NW Week

Monday, October 18, 2021

BACK TO BUSINESS: Fort Simpson’s former mayor fulfills lifelong dream to buy local hotels

The time was right for Darlene Sibbeston to pursue a lifelong business aspiration, and the Covid-19 pandemic was no barrier.

The Fort Simpson resident and village’s former mayor started the new year with big plans for her new businesses, the Nahanni Inn and Maroda Motel, which she bought on Dec. 18. The Maroda has 16 rooms and the Nahanni has 32, along with a restaurant, dine-in lounge and bar.


Owning the motel and inn was something she had wanted to do since she was 13, said Sibbeston, who has worked casually for the GNWT and also owns other properties in the Dehcho town.

“When I was a young girl in the early 1980s I walked by the Maroda two or three times a day. I was thinking ‘I would love to own that one day,’” she said.

“I guess I was always business-minded. Later on when I started working, I didn’t like people telling me what to do. I always had that vision of owning my own business and being my own boss.”

About three years ago, Sibbeston decided to pursue her dream and called the former owner of the two establishments, asking to buy them.

The response she received after multiple calls was “no.”

Things changed by summer 2020, when the pandemic was in full swing and the owner was nearing retirement.

“The business wasn’t doing as well but it was still running. I think he was probably here for over 20 years. He was ready to sell everything. We agreed on a price in June and (started) all the paperwork.”

The formal handover to Sibbeston was initially scheduled for September but was eventually pushed ahead to December. She declined to identify the former owner and how much the sale was for.

Now that she owns the accommodations, she plans to renovate many of the rooms, do a thorough cleaning and reorganize the menu at the Nahanni restaurant.

“We’ll lower the prices for the restaurant,” she said. “The biggest complaint I’ve heard was that the prices are too high. We’ve got some new kitchen staff and they’re working to switch up the menu, focusing more on hearty specials, like waffles for breakfast or big sandwiches. We want to be consistent. If you’re consistent with your meals then people will come back.”

Just weeks after taking over the businesses, she’s still surprised that she took such a big leap during the pandemic.

“It’s not an easy time. It’s kind of scary. Sometimes I think, ‘Wow, I just did this.’ I’ve had some doubts, but I have to keep a positive attitude. I’m looking past Covid at what the business can offer the community.”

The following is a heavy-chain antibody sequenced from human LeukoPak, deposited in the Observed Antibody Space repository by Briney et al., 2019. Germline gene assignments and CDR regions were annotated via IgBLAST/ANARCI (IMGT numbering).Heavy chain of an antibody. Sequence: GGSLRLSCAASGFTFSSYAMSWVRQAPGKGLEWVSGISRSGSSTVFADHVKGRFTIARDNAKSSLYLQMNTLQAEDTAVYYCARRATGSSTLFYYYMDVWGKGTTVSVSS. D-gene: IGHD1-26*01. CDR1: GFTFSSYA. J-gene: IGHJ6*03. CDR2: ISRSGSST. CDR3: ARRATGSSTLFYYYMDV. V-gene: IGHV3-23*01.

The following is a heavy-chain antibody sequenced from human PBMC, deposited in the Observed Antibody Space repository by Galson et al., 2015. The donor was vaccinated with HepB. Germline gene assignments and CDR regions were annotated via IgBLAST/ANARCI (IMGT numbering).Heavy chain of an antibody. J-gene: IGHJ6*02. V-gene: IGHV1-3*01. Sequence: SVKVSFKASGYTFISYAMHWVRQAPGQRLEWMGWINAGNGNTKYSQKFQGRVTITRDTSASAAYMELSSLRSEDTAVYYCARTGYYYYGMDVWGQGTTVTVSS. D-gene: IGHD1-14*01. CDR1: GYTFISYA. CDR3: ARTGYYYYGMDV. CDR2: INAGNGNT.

Even though Covid vaccinations have begun in the NWT, it’s uncertain when economic normalcy might return, and Sibbeston has her eyes wide open to the challenges ahead.

She’s not expecting full capacity at either business this summer, even if there is a significant number of NWT residents doing staycation trips.

“Maybe 50 to 60 per cent capacity, but that’s very hopeful,” she said. “Once I renovate a majority of my rooms and I get a full-on advertising campaign going I think I can reach that. There’s still travel in the community and to Fort Simpson. I’m still going to trust in that travel. I’m probably going to work with setting goals one year in advance.”

She hopes that in the months ahead she can access assistance from the Department of Industry, Tourism and Investment for help with renovations to make her new direction for the Nahanni and Maroda proceed smoothly.

When she looks back at the last half year of successful efforts to purchase the businesses, Sibbeston said the hardest thing wasn’t so much the workload or finances but it was overcoming a struggle in her mind.

“I really think it’s just me. Getting over my fear of failure,” she admitted. “I’ve got some really good staff who’ve been here for quite a while. They’re willing to take the business in a great direction. With them on staff it’s making it much easier than I would’ve thought.”

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